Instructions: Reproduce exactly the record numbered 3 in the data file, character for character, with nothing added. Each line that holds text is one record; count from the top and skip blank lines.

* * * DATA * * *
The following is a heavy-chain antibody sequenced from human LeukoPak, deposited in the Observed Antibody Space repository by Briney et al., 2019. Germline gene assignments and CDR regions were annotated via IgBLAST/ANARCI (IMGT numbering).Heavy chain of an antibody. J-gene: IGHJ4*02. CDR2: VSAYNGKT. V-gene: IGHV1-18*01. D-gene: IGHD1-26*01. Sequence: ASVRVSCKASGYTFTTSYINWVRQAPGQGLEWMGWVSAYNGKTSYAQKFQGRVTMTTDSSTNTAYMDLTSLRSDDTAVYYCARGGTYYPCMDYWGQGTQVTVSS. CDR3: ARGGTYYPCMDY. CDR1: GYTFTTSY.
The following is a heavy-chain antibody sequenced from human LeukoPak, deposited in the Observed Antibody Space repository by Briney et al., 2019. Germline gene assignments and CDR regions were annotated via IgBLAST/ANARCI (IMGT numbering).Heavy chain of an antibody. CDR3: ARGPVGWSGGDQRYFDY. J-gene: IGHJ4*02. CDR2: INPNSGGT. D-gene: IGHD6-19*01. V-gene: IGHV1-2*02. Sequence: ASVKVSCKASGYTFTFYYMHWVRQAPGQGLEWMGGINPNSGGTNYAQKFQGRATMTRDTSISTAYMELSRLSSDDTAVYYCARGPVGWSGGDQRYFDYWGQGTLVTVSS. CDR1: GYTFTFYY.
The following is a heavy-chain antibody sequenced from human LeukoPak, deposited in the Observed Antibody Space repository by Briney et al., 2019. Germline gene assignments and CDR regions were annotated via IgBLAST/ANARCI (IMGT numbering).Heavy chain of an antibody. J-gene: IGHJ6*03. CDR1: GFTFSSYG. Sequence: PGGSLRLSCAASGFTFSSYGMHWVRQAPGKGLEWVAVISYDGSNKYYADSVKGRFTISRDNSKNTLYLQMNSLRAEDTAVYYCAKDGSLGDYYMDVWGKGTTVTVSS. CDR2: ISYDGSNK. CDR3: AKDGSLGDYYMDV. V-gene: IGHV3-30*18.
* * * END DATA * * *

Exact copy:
The following is a heavy-chain antibody sequenced from human LeukoPak, deposited in the Observed Antibody Space repository by Briney et al., 2019. Germline gene assignments and CDR regions were annotated via IgBLAST/ANARCI (IMGT numbering).Heavy chain of an antibody. J-gene: IGHJ6*03. CDR1: GFTFSSYG. Sequence: PGGSLRLSCAASGFTFSSYGMHWVRQAPGKGLEWVAVISYDGSNKYYADSVKGRFTISRDNSKNTLYLQMNSLRAEDTAVYYCAKDGSLGDYYMDVWGKGTTVTVSS. CDR2: ISYDGSNK. CDR3: AKDGSLGDYYMDV. V-gene: IGHV3-30*18.